It rained hard two days ago, and it’s been “cool” (under 90F) since, so I watered some plants and gave the rest of them a splash of water on the leaves after the sun set.

My next gardening project is moving irises, very, very old irises that aren’t getting sun and rain because of a massive old maple and overgrown hedges. I’m not looking forward to it, but it has to be done. The soil in that flowerbed is exhausted. The worst outcome is what’s inevitable if we don’t try to move them.

Otherwise, my moonflowers are blooming, and the forget-me-nots and marigolds are starting to. I’ve learned a lot about gardening this year, plants for containers other than tomatoes, treating plant diseases, and what to do with the shady side of your yard.


Photography Around the Yard


2016 september tomato

Porch vegetable and herb garden. I planted a very mushy tomato in the spring and got several seedlings. When they were several inches tall, I gave half of them to my neighbor and separated the other half into two big planters, each planter big enough to hold an entire large bag of potting soil. I ended up with two adult plants. It took until August for them to reach their full height of over three feet and start putting out flowers. Now, in September, I have my first tomato. Luckily, North Carolina “enjoys” warm weather until the end of October.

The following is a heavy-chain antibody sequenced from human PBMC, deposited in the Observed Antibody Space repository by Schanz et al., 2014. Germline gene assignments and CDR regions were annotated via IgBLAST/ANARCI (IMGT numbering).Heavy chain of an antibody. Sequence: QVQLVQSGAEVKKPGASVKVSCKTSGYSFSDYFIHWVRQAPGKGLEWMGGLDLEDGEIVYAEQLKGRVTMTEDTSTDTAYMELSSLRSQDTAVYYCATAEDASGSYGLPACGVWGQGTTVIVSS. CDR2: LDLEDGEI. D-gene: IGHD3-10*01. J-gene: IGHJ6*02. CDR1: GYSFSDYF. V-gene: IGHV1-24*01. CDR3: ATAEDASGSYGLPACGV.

2016 september moonflower

Another moonflower bloomed late this afternoon. This one is growing from a planter on the porch, on a yarn “trellis.” You can see the wrinkles in the petals from the folds of the bud.

2016 september mushrooms 2

2016 september mushrooms 3

Scientific name polypores, common name shelf fungi. Sometimes referred to as “seashell fungi.” They grow on tree trunks and branches. This is a fallen branch from a dead dogwood tree. Eventually, if left untouched, the fungi may petrify. I have a petrified shelf fungus from a birch tree stump on Long Island. However, the extreme differences in temperature and humidity between Long Island and North Carolina may result in these fungi dying and rotting. I’m going to try removing one intact to see if it will dry out in the house.

More bird and garden pics


This juvenile cardinal is in the most embarrassing phase of moulting! I thought it was a female, but the new feathers are so bright red that it seems to be a male. If you look closely, you can see the black starting to fade from his beak.

2016 august young card2016 august young card 22016 august young card 3

At last, a healthy sunflower.

2016 august sunflower

This moonflower opened in just 30 minutes. I actually saw it start to unfold.

2016 august moonflower 22016 august moonflower 32016 august moonflower 4